Job prospects, scholarships, and region are less important to me than quality of the education, as I will not be pursuing a legal career and my business will pay the tuition costs.
I completely understand your concerns, but let me make a few suggestions. If you are not going to practice law then you may want to consider limiting the cost of your J.D. The fact is, the education you receive at any of the ABA schools to which you're likely to gain admission is going to be nearly identical.
Legal education has been standardized to large degree, in fact that's the one of the advantages of attending an ABA approved law school. In order to achieve accreditation the schools have to meet a laundry list of academic, financial and administrative criteria. They all follow the Socratic method, they all follow the case method, and you will read the exact same textbooks and discuss the exact same salient legal points at just about any ABA school. The same can probably be said for the California accredited (CBE) schools, too.
Of course, some schools are more prestigious than others but that isn't because the teaching is necessarily better or because they utilize a different method. Prestige has more to do with selectivity in admissions and the school's "aura", which is difficult to define or replicate. I remember that my evidence professor once showed us an evidence exam from Harvard law school. I was struck by the fact that it was very similar to the exam that I took at my local ABA school, definitely not more difficult.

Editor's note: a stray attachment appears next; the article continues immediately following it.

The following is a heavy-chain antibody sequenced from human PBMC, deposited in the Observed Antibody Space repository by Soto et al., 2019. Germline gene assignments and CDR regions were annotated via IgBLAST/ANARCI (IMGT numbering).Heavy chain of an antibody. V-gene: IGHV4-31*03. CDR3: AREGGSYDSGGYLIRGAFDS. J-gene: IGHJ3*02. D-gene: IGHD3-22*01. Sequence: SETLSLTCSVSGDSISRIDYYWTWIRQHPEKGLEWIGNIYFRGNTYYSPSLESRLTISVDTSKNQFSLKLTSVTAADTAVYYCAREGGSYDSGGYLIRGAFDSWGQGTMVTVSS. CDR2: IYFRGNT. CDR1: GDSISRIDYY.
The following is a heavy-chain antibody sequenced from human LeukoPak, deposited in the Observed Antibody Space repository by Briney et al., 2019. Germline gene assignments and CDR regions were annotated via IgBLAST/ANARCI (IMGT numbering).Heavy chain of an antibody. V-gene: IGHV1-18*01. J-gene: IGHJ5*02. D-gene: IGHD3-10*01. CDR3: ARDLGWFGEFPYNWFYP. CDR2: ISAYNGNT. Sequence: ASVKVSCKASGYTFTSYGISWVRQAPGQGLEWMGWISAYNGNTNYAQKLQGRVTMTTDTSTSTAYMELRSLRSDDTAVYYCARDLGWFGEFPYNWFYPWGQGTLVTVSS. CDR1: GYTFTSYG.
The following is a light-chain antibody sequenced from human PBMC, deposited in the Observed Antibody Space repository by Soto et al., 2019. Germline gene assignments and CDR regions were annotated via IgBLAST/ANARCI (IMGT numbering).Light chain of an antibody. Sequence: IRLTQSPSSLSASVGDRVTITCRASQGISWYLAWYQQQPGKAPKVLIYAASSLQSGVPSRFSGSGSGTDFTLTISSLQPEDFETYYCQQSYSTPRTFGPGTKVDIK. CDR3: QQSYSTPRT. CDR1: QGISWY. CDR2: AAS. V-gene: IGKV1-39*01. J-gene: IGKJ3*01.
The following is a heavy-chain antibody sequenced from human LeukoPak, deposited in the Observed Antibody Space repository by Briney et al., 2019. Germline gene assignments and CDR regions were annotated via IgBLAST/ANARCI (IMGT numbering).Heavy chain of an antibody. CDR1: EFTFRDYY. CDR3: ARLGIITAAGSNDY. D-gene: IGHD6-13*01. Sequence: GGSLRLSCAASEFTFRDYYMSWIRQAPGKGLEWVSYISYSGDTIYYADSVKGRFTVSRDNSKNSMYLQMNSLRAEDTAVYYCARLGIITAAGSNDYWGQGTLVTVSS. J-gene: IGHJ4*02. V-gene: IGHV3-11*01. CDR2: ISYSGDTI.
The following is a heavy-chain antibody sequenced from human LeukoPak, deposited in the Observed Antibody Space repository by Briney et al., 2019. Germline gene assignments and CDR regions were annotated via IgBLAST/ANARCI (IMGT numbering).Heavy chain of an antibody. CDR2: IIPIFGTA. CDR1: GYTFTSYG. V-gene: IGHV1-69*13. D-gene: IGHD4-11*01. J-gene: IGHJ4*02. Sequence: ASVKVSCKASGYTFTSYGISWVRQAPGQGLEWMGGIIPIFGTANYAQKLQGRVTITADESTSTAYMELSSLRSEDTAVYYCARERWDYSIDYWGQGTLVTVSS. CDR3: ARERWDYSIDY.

With a 2.89/155 you're not going to be in the running for any of the elite law schools anyway (not trying to be rude, just pointing out a fact). The schools you do gain admission to will be ones with local or regional reputations, and will be on about the same level of prestige. Therefore, it probably isn't worth accruing the extra expense to attend a non-elite out of state school unless you really want to live in that particular city for three or four years.
Lastly, remember that a given school is not necessarily going to be viewed as a superior institution simply because it is ranked as T1. Many T1 schools have decent local reputations but are largely unknown outside of their immediate region. In many cases a cheap local T2-T4 degree is just about as useful as an out of state T1 degree. Don't let the USNWR rankings scheme drive your decision making process, and take the time to understand it's limitations.